In the March 21, 2018 Toronto Star, I read about the heroic FBI’s actions to save us from Abdulrahman El Bahnasawy, yet another mentally-ill, substance-abusing Arab Muslim youth. It had all the elements of the other “terrorism” plots, including a confidential informant and deliberate FBI actions to induce the youth into actions which would allow the US government to charge him with more serious offenses. It had the added element of Canadian government cooperation to facilitate prosecution and maximization of punishment. Of course, all of this contributes to a climate of hatred and fear of Arabs in particular and Muslims in general, and, sadly, for all non-whites for many people in North America. But I’ve complained a whole lot on this blog & my other blog about why the War on Terror is in fact a tactic of white supremacy.
As a lover of language, one particular USA government tactic particularly irks me: the transformation of completely innocuous Arabic words into danger signals. From The Toronto Star article:
The prosecution’s submission states that El Bahnasawy was in contact online with a well-known Daesh recruiter who went by the kunya, or nickname, of Abu Isa Al Amriki. Although his name indicates that he was “the American,” he was in fact Sudanese and is referred to in court documents as “Al Sudani.”
In a footnote in a brief to the Supreme Court, Obama-era lawyers explain kunya:
A kunya is a sort of traditional, honorific nickname. [REDACTED] Decl. at 2. A man’s kunya will often be the word “abu”—literally translated to mean father and then the name of his first born child. Id. According to [REDACTED], Al Qaida members also use kunyas as honorific pseudonyms. Id. These kunyas are not dependent on whether an individual is a father and are sometimes used to conceal a true identity.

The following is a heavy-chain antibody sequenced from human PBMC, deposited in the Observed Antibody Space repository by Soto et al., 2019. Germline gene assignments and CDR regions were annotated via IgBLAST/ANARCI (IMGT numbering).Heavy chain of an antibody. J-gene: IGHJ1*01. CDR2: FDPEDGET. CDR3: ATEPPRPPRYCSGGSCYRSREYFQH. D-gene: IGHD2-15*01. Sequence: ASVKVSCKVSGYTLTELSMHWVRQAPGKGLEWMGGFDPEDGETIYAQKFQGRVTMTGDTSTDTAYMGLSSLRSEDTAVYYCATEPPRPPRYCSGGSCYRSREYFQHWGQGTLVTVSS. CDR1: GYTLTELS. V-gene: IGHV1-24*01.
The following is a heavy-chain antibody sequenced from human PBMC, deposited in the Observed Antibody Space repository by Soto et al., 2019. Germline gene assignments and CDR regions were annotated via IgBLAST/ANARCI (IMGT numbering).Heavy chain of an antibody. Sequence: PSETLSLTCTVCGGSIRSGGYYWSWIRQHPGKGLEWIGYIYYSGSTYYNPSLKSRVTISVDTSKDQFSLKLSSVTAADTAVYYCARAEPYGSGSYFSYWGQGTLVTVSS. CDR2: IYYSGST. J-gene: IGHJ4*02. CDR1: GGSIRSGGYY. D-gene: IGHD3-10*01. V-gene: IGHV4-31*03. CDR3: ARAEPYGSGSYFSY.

Why does the US Department of Justice transliterate Arabic words with perfectly adequate English single word meanings and then translate them so frequently in its documents? Here are a few examples of Google searches restricted to the domain justice.gov:
Please don’t be scared of Arabs who have nicknames. Most often, we use them to reinforce intimacy among spouses, family and friends.
The government, when prosecuting criminals, chooses to use Arabic words instead of words like “pledged loyalty” or “alias” because it knows the public and jurors have been conditioned to think that the Arabic words somehow enhance criminality and danger. And every time the government does this, the general public’s fear of Arabic and Arabic-speakers increases. As many historians of prejudice have noted, the public generally takes its cue from government policies (Muslims), and racist government policies can continue to impact relationships among groups long after they have formally ended.
There’s no doubt the blast radius of a قنبلة qunbula is wider than that of a bomb. Many of you gave your bayat at the local madrasa before its basketball game during which you cheered for your star athlete by his kunya. Please don’t drone bomb the Sphinx, which we call أبو الهول Abu al-Hawl. Technically, that’s not a kunya, but actual knowledge often comes after the missiles have been launched.